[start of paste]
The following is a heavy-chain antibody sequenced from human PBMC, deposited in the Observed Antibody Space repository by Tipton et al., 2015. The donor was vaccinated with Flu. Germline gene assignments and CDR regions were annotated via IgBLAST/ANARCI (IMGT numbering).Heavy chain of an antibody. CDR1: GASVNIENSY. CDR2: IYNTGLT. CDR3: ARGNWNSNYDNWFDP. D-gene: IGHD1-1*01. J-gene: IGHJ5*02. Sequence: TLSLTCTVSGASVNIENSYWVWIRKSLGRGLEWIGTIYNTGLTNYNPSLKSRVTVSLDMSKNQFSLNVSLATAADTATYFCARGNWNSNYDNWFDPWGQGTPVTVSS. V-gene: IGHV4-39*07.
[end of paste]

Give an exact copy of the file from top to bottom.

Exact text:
The following is a heavy-chain antibody sequenced from human PBMC, deposited in the Observed Antibody Space repository by Tipton et al., 2015. The donor was vaccinated with Flu. Germline gene assignments and CDR regions were annotated via IgBLAST/ANARCI (IMGT numbering).Heavy chain of an antibody. CDR1: GASVNIENSY. CDR2: IYNTGLT. CDR3: ARGNWNSNYDNWFDP. D-gene: IGHD1-1*01. J-gene: IGHJ5*02. Sequence: TLSLTCTVSGASVNIENSYWVWIRKSLGRGLEWIGTIYNTGLTNYNPSLKSRVTVSLDMSKNQFSLNVSLATAADTATYFCARGNWNSNYDNWFDPWGQGTPVTVSS. V-gene: IGHV4-39*07.